President Obama, who for years has been forced to fend off false claims that carry clear racial undertones --that he’s Muslim or was born in Africa -- will visit a mosque for the first time in his presidency.
The visit is deeply symbolic for many Muslim Americans, coming from a president who until fairly recently has shied away from addressing the community’s issues head on and is now making those gestures late in his second term.
But Obama’s remarks Wednesday before the Islamic Society of Baltimore are also a marker of the times. A pair of terror attacks in Paris and San Bernardino have stoked fears and undermined the American public’s sense of security. Much of the public response has cast implicit blame on Muslims.
Governors, members of Congress and 2016 presidential candidates, most all Republicans, have proposed everything from restricting travel and refugee resettlement to an outright ban against any foreigner who practices Islam. With those actions have come intense rounds of Islamophobic sentiment that has even bled into violence against Muslim Americans.
For leaders in the American Muslim community, the president’s visit marks a hard-won victory that took years of lobbying. But the timing couldn’t be more critical for a community desperate to see the demagoguery stop.
“It sends a message to that cottage-industry of Muslim-bashers out there that there is pushback from American leaders,” said Ibrahim Hooper, communications director for the Council on American-Islamic Relations (CAIR).
Obama's predecessor, President George W. Bush, took great strides to reach out to Muslim Americans in the immediate aftermath of the 9/11 terror attacks. He visited a mosque just six days after the Twin Towers fell to emphasize that Islam is not the face of terrorism.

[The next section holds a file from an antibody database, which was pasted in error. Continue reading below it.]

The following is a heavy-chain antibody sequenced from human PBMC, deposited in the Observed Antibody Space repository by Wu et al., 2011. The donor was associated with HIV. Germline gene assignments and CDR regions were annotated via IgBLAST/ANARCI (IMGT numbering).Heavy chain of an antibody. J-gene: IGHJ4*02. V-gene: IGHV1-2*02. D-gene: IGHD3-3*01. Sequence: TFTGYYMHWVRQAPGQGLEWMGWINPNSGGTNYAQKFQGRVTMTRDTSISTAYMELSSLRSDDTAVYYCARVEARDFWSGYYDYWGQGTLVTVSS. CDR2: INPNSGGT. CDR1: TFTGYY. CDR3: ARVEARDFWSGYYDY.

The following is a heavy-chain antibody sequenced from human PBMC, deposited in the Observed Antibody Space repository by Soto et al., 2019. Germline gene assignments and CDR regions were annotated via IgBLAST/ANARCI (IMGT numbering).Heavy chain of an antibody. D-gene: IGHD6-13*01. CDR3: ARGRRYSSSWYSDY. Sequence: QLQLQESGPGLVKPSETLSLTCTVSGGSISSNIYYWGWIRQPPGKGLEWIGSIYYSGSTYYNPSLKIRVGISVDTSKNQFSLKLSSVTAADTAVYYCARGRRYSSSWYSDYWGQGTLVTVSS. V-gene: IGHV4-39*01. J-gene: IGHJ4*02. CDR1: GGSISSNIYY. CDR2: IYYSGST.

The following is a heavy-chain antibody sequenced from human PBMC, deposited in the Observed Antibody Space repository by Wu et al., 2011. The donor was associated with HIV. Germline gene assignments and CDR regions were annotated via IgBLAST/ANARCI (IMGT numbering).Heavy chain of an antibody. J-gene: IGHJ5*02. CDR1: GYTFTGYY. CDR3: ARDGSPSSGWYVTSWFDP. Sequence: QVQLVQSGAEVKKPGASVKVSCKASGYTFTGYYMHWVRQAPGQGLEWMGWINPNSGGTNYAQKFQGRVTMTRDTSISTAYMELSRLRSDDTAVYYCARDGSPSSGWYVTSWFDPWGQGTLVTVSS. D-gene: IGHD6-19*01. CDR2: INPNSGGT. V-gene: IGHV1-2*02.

Obama has a complicated relationship with Muslim Americans in trying to balance national security in rooting out terrorism while respecting the community's civil liberties. At times, the federal government has gotten that wrong, with instances of sweeping surveillance of mosques that have angered the community. But in recent months, Obama has steadily increased his calls for tolerance and taken a stance against hateful anti-Muslim rhetoric.
Faiza Patel, co-director of the Liberty and National Security Program at NYU’s Brennan Center for Justice, says Obama has chosen to stay neutral because for much of his candidacy and presidency, he himself has dragged into the air of intolerance.
“He has stayed away from Muslim issues until very recently,” Patel said. “He’s been dogged by these allegations that he’s Muslim, which is its own problem.”
Indeed, a CNN/ORC poll from last September found that 29% of Americans still question whether Obama is in fact Christian. Another 13% said they believed he was born outside of the U.S. and therefore ineligible to hold office.
Ironically one of the ring-leader in the so-called “birther” movement against Obama is now a top contender in the Republican presidential primary -- Donald Trump. Uproar and conspiracy theorist swelled to such great heights that the White House in 2011 was forced to release the president’s long form birth certificate to dispel the false rumors.